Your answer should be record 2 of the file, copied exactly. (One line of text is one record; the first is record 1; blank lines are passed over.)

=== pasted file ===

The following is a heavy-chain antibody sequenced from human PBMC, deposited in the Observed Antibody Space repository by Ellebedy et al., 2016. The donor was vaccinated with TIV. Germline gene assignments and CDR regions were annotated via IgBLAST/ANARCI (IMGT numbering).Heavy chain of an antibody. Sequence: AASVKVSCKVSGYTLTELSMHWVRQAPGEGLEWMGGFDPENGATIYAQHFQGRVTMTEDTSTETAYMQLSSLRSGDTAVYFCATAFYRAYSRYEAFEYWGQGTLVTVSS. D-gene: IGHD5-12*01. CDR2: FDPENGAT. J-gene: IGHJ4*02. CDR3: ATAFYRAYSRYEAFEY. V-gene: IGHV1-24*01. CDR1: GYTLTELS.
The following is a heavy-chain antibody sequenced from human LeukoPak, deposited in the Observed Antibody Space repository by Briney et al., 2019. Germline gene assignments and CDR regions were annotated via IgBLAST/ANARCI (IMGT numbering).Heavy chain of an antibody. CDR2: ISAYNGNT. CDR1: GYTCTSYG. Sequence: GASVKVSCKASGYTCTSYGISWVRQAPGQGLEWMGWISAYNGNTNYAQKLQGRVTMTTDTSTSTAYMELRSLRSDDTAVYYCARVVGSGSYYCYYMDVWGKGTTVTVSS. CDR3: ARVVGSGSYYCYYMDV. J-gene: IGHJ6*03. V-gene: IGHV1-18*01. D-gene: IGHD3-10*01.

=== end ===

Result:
The following is a heavy-chain antibody sequenced from human LeukoPak, deposited in the Observed Antibody Space repository by Briney et al., 2019. Germline gene assignments and CDR regions were annotated via IgBLAST/ANARCI (IMGT numbering).Heavy chain of an antibody. CDR2: ISAYNGNT. CDR1: GYTCTSYG. Sequence: GASVKVSCKASGYTCTSYGISWVRQAPGQGLEWMGWISAYNGNTNYAQKLQGRVTMTTDTSTSTAYMELRSLRSDDTAVYYCARVVGSGSYYCYYMDVWGKGTTVTVSS. CDR3: ARVVGSGSYYCYYMDV. J-gene: IGHJ6*03. V-gene: IGHV1-18*01. D-gene: IGHD3-10*01.